Feeling Special, Being Betrayed. What’s the Link?

People are funny. We’re each a particular blend of shortcomings and weaknesses, jumbled up with a desire to be perfect. This jarring combination creates a hidden belief that we are all party to, regardless of geography, time period or environment. It goes like this: “If I can just get enough approval or attention or admiration, my worth will be established in the eyes of the world, as well as in my own eyes. If I can’t get it, then I really am inferior.”

We might not think this out loud, but still it’s there in our emotions and so also in the way we behave. But believing it doesn’t make it true. In fact, it’s an illusion. And the whole purpose of doing this spiritual work of self-discovery is to free ourselves from illusion. For in no way, shape or form can any illusion ever bring us peace, harmony or freedom. Just the opposite, whatever is illusory is bound to create trouble. This one sends out massive ripples that create a cascading chain reaction of harmful effects.

Believe it or not, spirit beings can actually hear our souls shrieking for attention when they approach Earth. And since all human souls are actually clamoring for attention, just imagine how noisy this place is for the angels! Yes, even though we can’t hear it with our own ears, the voices of our souls are noisy, as all emotions produce some kind of sound. And the loud voices that claim self-importance make a disharmonious racket.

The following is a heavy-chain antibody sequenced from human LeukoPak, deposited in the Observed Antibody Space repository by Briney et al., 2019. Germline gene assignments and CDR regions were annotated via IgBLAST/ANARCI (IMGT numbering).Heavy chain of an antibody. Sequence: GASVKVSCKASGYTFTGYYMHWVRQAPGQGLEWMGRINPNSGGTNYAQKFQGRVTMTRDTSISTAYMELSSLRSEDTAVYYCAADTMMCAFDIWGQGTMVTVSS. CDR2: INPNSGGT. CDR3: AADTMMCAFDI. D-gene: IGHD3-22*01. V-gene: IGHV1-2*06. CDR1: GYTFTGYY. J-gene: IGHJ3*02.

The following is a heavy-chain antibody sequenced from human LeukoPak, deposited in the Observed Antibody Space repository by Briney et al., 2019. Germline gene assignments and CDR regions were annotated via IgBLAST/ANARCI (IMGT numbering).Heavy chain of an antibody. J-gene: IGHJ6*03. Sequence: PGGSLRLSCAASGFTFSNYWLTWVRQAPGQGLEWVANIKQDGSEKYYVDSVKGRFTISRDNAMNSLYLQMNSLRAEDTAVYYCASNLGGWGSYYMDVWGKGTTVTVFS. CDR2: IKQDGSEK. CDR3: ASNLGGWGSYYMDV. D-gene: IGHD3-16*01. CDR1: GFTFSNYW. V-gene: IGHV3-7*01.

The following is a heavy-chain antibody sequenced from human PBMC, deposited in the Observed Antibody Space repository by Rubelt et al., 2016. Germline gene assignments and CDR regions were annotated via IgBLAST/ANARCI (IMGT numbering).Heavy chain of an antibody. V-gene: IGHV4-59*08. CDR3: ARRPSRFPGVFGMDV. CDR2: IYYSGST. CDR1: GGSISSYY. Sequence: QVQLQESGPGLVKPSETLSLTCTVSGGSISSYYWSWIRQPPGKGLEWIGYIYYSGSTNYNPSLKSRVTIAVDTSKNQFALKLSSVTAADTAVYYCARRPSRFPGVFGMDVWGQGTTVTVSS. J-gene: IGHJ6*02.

The loud voices that claim self-importance make a disharmonious racket.

This widespread unconscious misunderstanding—or as the Guide’s calls it, this mass image—about self-importance shows up differently for each of us, depending on things like temperament, education and environment. Sometimes it’s very noticeable, and sometimes it’s very subtle. And a more obvious demand doesn’t necessarily reflect a less developed soul, as it’s often just a matter of degree of suppression.

But if we look for it, we’ll find this part of us that wants to be elevated to first place. We want to be special. It’s really not enough to call this pride. Rather, it’s the deeper belief that if we are special, our feelings of inferiority will disappear. Poof. It’s the belief that if others are on our team, agreeing with whatever we think or believe, we’ll become worthy. Finally.

But of course, most of us have actually also found out by now that no matter how much we’re approved of, the relief doesn’t last. The feeling of “success” is temporary, at best. We just can’t win.